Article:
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A Strategy for Pastoring in Divided Days

pastoring in divided days

Imagine that you live in a day and age filled with a multitude of opinions and very much heat. Anger abounds. Society is at an unrest. There are many celebrities—faces of different movements—attempting to move the world in their particular direction. The gospel at times shines brightly through these figures at other times it is overshadowed. The church sees both success and is overcome by a party spirit and division.

No, I haven’t just described for you Christian Twitter. Nor am I trying to describe your own local church setting. I’m describing for you the religious landscape of the late 1700s. So many differing opinions in a changing age. Men like these:

Thomas Scott. A Socinian who mocked evangelical religion.

John Campbell. An influential philanthropist but a religious doubter.

William Wilberforce. A young man given over to politics but considering leaving that field and his friends to become more serious about religion.

John Ryland, Jr. A passionate young minister giving his energies to arguing with Arminians and a lust for celebrity. A modern day “cage-stage Calvinist”. 

Charles Simeon. A young pastor, 23, who was just given a charge of an influential church.

The Common Bond

How would you minister to such a diverse group of people? If you were planted in a location and given no small influence on the lives of each of these men, what would you do? Would you enter into controversy? Would you join the shouting? Would you discuss each branch of division and try to show error? Or would you have a different strategy?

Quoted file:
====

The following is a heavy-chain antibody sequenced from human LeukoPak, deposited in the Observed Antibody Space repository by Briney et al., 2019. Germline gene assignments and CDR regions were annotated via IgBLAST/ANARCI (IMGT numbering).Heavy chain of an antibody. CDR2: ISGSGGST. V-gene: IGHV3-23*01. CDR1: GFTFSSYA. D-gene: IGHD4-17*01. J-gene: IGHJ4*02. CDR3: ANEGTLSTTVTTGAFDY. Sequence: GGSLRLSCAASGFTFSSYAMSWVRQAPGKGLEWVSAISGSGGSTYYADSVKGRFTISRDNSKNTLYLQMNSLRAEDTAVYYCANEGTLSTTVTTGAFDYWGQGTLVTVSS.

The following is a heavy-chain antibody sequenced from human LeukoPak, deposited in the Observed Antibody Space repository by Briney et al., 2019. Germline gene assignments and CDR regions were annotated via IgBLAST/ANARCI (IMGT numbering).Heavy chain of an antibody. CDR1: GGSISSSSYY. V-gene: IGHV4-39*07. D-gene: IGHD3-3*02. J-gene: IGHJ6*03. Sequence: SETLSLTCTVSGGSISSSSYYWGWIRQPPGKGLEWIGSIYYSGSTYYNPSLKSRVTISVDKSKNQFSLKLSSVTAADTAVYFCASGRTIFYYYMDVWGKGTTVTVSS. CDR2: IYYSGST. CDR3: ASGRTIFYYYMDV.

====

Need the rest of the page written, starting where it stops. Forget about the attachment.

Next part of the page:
There is one man who ties these stories together? John Newton. Many of them were influenced by Newton while he was at London (Scott was during his Olney stay). There was much diversity—and with it arguing—in the London of the late 1700s. Even in the group mentioned above some were Baptists, some Anglican, some were even part of heretical groups. All with passionate beliefs.

When Newton arrived in London he found a congregation that was strategically positioned among the wealthy of the city. Yet, their evangelical interests were stale. Newton set his eyes upon the poor—and really upon anyone who wanted to hear the gospel. As Moule observed, Newton “attracted the poor at once, and, more gradually, the wealthier people.” Eventually his congregation was filled with people of all theological and economic backgrounds. As he said they were made up of “various discordant parties…”